2. Chicken Patty Parmiagiana with Spaghetti

This is actually one of my younger daughter’s favorite meals. This version is NOT for purists. Making real chicken parmiagiana takes time and care. This version is when you don’t have time and really don’t care. But it’s remarkably edible anyway. Make spaghetti. Use your favorite jarred spaghetti sauce. Heat up some frozen chicken patties. Top those with some sauce and some mozarella cheese during the last couple of minutes of cooking. Add a little steamed broccoli (we’ve always got broccoli around) and you have a complete meal that’s remarkably satisfying despite the lack of effort you’ve put into it.

3. Tuna Melt

I particularly like this when fresh tomatoes from my garden or the farmer’s market are available. Take your favorite canned tuna, mix in some mayonnaise and your favorite seasonings. Spread the tuna mixture on a piece of bread, top with sliced tomatoes and American cheese. Place the bread in the toaster oven and toast until the cheese melts. Ridiculously easy.

4. Pizza Bagels

I’ve always got bagels in the freezer. Just defrost however many you need in the microwave, split them apart, top with pizza sauce or spaghetti sauce, and top with mozarella cheese. Heat in the toaster oven until the cheese melts.

5. Caprese Salad

This is the perfect meal when the weather is so hot you don’t want to turn on the oven. Alternate layers of sliced tomatoes and mozarella, tear some fresh basil and scatter that on top, and drizzle with a little olive oil and some balsamic vinegar. Just don’t tell anyone you’re really being lazy.

6. Fried Rice

Actually I usually end up taking this for lunch to work as well. I make this anytime I have leftover rice, usually from Chinese takeout or if we’ve done a stir fry for another meal. I usually add some chicken apple sausage (broiled), some scrambled eggs, and some frozen mixed vegetables. Mix everything together in a large frying pan with a little oil, add soy sauce to taste, and stir fry the whole thing together. Bombproof. It’s also a great way to use up leftover vegetables.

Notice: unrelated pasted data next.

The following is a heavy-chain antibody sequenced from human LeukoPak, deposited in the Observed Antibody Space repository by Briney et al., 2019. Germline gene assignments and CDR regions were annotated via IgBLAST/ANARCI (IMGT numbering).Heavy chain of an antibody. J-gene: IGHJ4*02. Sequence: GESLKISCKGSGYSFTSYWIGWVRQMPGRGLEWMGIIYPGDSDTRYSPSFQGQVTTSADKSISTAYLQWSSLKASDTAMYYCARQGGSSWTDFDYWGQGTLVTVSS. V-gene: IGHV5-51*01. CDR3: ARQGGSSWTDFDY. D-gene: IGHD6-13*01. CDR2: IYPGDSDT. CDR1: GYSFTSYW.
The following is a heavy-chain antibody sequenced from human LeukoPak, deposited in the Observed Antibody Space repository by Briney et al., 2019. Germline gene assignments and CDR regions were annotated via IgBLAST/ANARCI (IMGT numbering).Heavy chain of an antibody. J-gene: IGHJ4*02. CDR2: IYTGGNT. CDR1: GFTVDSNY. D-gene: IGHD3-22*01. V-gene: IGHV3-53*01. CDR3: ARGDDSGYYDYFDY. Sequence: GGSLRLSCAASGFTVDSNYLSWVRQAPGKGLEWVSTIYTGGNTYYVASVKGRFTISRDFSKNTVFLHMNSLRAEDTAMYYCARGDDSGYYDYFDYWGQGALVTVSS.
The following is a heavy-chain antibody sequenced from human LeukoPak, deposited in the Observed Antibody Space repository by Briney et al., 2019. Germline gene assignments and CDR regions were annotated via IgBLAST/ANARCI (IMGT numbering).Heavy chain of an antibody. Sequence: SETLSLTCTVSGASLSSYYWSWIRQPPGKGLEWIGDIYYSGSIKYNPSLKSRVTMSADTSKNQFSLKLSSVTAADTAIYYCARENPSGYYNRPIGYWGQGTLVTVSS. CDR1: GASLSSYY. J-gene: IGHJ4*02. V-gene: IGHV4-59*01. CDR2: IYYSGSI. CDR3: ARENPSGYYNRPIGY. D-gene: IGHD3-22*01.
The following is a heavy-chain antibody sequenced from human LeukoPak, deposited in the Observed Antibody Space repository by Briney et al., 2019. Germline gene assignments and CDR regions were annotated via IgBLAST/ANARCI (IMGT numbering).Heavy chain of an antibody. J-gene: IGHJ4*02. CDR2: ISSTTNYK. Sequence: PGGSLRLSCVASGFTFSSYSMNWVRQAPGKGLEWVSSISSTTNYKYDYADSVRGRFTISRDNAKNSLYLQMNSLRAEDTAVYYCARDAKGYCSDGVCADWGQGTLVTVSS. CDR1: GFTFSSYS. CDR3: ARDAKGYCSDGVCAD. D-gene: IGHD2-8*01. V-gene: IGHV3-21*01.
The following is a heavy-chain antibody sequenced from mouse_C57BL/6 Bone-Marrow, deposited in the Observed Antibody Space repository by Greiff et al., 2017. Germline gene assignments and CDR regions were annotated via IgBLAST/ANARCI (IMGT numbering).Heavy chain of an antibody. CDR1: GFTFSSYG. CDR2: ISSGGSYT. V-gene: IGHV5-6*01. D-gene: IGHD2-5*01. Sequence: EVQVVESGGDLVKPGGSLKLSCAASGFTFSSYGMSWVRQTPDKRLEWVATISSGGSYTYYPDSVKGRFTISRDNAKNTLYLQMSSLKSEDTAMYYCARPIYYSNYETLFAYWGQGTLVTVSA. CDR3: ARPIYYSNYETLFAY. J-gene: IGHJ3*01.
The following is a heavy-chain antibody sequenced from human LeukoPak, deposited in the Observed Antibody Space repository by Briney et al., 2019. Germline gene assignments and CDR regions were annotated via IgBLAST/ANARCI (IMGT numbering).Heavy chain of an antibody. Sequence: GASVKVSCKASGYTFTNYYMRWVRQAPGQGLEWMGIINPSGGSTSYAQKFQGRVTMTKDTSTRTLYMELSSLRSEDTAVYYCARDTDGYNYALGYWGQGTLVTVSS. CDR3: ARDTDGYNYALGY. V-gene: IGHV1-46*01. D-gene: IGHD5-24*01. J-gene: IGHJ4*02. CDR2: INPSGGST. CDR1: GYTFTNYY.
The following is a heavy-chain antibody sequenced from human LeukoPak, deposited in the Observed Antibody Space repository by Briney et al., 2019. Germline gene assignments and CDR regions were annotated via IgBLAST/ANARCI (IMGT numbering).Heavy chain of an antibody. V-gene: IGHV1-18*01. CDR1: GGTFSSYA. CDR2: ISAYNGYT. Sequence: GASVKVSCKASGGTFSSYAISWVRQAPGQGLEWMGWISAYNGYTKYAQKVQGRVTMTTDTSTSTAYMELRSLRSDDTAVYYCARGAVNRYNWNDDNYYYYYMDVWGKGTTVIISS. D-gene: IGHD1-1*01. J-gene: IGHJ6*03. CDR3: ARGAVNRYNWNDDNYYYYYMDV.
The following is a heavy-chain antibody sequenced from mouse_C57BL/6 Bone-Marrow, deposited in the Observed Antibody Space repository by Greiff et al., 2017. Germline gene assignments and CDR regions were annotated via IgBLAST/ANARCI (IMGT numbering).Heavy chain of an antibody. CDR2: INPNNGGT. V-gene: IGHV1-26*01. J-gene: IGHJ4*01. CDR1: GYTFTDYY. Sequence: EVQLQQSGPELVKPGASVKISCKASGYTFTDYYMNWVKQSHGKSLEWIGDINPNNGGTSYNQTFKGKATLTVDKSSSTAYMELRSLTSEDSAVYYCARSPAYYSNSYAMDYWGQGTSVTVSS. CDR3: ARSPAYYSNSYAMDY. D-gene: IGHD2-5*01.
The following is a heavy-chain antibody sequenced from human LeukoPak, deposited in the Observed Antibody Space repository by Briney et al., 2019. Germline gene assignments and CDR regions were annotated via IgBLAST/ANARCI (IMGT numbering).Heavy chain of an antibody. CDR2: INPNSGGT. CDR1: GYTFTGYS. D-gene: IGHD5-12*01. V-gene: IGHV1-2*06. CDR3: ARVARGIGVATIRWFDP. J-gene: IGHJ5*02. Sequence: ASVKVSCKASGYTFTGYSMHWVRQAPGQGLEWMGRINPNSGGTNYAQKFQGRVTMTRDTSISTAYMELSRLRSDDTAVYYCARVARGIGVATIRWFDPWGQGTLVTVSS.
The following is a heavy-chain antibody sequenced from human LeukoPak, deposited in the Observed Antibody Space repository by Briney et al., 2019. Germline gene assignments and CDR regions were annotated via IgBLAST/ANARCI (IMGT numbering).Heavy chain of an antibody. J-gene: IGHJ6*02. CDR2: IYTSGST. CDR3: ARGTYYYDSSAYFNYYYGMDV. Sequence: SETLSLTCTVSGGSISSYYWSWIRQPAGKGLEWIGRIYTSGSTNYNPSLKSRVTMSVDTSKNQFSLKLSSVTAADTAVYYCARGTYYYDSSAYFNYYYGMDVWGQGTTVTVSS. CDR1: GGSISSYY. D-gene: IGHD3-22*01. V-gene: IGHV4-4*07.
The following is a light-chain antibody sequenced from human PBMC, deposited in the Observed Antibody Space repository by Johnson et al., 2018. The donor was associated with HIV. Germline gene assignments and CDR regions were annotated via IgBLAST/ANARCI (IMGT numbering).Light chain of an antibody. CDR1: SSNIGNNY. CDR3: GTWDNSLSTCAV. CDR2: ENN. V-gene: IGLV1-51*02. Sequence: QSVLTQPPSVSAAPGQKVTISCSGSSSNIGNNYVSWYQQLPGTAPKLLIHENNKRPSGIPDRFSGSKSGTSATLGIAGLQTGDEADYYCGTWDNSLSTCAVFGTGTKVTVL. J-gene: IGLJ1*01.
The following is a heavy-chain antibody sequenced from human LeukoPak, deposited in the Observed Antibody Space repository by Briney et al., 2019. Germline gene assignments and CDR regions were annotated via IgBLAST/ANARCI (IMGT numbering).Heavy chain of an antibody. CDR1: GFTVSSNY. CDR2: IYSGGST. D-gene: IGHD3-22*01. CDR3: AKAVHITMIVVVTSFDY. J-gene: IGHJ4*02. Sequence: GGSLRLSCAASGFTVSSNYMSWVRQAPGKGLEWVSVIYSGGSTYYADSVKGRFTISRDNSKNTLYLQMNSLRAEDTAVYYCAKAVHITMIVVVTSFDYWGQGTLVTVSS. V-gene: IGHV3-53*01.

7. Mac and Cheese and Tuna

I learned this one from my husband. You take your favorite boxed macaroni and cheese (we use the fluorescent orange-colored stuff). Cook as directed, but instead of adding milk, add enough mayonnaise to make it creamy. Then add a can of tuna, and something to add some crunch (e.g. chopped apple, celery, or onion). It’s another easy meal for hot days when you don’t feel like cooking.

8. Quesadillas

Who doesn’t love quesadillas? You can customize them with whatever ingredients you happen to have on hand. We’ve always got shredded cheese around, and I like to add vegetables, or leftover sliced chicken, or even cooked shrimp. The possibilities are endless. Put a tortilla in a skillet that you’ve sprayed with non-stick spray, top with your favorite toppings, and add a second tortilla on top. Smoosh together with a spatula. If you’re gifted or brave, flip the whole thing over to cook on both sides. (Makes for good entertainment value too.)